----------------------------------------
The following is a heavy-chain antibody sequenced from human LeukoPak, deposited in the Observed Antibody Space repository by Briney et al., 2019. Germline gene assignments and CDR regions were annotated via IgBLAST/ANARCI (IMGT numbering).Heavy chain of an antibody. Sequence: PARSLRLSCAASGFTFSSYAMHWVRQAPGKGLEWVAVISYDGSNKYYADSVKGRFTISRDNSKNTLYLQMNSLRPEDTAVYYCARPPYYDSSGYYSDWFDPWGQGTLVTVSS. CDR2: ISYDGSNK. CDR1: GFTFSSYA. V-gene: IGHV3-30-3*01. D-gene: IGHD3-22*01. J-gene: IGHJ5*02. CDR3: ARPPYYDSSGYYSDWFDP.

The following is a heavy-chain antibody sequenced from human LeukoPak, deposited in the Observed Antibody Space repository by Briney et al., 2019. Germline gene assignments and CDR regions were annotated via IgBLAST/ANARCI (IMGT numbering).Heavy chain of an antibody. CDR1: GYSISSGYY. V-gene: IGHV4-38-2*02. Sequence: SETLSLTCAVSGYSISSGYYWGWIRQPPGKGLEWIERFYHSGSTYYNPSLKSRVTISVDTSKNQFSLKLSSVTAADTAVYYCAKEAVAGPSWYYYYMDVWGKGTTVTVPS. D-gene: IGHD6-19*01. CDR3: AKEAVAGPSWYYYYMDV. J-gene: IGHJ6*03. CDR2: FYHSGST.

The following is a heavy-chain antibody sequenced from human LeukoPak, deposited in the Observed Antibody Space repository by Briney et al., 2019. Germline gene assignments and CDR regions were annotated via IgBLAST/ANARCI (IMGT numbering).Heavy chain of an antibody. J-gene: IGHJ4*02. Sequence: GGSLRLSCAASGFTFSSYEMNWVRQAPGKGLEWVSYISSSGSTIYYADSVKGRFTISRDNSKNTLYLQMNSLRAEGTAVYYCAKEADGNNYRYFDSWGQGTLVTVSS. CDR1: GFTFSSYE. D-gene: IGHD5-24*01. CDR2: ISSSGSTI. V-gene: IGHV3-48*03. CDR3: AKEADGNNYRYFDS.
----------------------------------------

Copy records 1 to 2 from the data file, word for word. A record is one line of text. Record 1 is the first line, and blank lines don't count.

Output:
The following is a heavy-chain antibody sequenced from human LeukoPak, deposited in the Observed Antibody Space repository by Briney et al., 2019. Germline gene assignments and CDR regions were annotated via IgBLAST/ANARCI (IMGT numbering).Heavy chain of an antibody. Sequence: PARSLRLSCAASGFTFSSYAMHWVRQAPGKGLEWVAVISYDGSNKYYADSVKGRFTISRDNSKNTLYLQMNSLRPEDTAVYYCARPPYYDSSGYYSDWFDPWGQGTLVTVSS. CDR2: ISYDGSNK. CDR1: GFTFSSYA. V-gene: IGHV3-30-3*01. D-gene: IGHD3-22*01. J-gene: IGHJ5*02. CDR3: ARPPYYDSSGYYSDWFDP.

The following is a heavy-chain antibody sequenced from human LeukoPak, deposited in the Observed Antibody Space repository by Briney et al., 2019. Germline gene assignments and CDR regions were annotated via IgBLAST/ANARCI (IMGT numbering).Heavy chain of an antibody. CDR1: GYSISSGYY. V-gene: IGHV4-38-2*02. Sequence: SETLSLTCAVSGYSISSGYYWGWIRQPPGKGLEWIERFYHSGSTYYNPSLKSRVTISVDTSKNQFSLKLSSVTAADTAVYYCAKEAVAGPSWYYYYMDVWGKGTTVTVPS. D-gene: IGHD6-19*01. CDR3: AKEAVAGPSWYYYYMDV. J-gene: IGHJ6*03. CDR2: FYHSGST.